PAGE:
Treasure Island

Oliver Wendell Holmes

(1809-1894 / United States)

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A Familiar Letter


YES, write, if you want to, there's nothing like trying;
Who knows what a treasure your casket may hold?
I'll show you that rhyming's as easy as lying,
If you'll listen to me while the art I unfold.

Here's a book full of words; one can choose as he fancies,
As a painter his tint, as a workman his tool;
Just think! all the poems and plays and romances
Were drawn out of this, like the fish from a pool!

You can wander at will through its syllabled mazes,
And take all you want, not a copper they cost,--
What is there to hinder your picking out phrases
For an epic as clever as "Paradise Lost"?

Don't mind if the index of sense is at zero,
Use words that run smoothly, whatever they mean;
Leander and Lilian and Lillibullero
Are much the same thing in the rhyming machine.

There are words so delicious their sweetness will smother
That boarding-school flavor of which we're afraid,
There is "lush"is a good one, and "swirl" is another,--
Put both in one stanza, its fortune is made.

With musical murmurs and rhythmical closes
You can cheat us of smiles when you've nothing to tell
You hand us a nosegay of milliner's roses,
And we cry with delight, "Oh, how sweet they do smell!"

Perhaps you will answer all needful conditions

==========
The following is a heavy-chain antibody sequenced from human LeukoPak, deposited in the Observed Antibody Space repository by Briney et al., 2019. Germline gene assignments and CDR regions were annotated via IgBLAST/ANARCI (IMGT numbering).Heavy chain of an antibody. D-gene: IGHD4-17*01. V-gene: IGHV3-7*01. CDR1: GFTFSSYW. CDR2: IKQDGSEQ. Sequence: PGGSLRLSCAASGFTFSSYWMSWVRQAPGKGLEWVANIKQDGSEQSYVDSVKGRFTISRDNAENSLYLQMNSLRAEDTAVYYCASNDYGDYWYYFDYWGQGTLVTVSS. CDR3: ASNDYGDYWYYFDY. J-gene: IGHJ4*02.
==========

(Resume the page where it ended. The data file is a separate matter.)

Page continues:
For winning the laurels to which you aspire,
By docking the tails of the two prepositions
I' the style o' the bards you so greatly admire.

As for subjects of verse, they are only too plenty
For ringing the changes on metrical chimes;
A maiden, a moonbeam, a lover of twenty
Have filled that great basket with bushels of rhymes.

Let me show you a picture--'t is far from irrelevant--
By a famous old hand in the arts of design;
'T is only a photographed sketch of an elephant,--
The name of the draughtsman was Rembrandt of Rhine.

How easy! no troublesome colors to lay on,
It can't have fatigued him,-- no, not in the least,--
A dash here and there with a haphazard crayon,
And there stands the wrinkled-skinned, baggy-limbed beast.

Just so with your verse,-- 't is as easy as sketching,--
You can reel off a song without knitting your brow,
As lightly as Rembrandt a drawing or etching;
It is nothing at all, if you only know how.

Well; imagine you've printed your volume of verses:
Your forehead is wreathed with the garland of fame,
Your poems the eloquent school-boy rehearses,
Her album the school-girl presents for your name;

Each morning the post brings you autograph letters;
You'll answer them promptly,-- an hour isn't much
For the honor of sharing a page with your betters,
With magistrates, members of Congress, and such.

Of course you're delighted to serve the committees
That come with requests from the country all round,
You would grace the occasion with poems and ditties
When they've got a new schoolhouse, or poorhouse, or pound.

With a hymn for the saints and a song for the sinners,
You go and are welcome wherever you please;
You're a privileged guest at all manner of dinners,
You've a seat on the platform among the grandees.

At length your mere presence becomes a sensation,
Your cup of enjoyment is filled to its brim
With the pleasure Horatian of digitmonstration,
As the whisper runs round of "That's he!" or "That's him!"

But remember, O dealer in phrases sonorous,
So daintily chosen, so tunefully matched,
Though you soar with the wings of the cherubim o'er us,
The ovum was human from which you were hatched.

No will of your own with its puny compulsion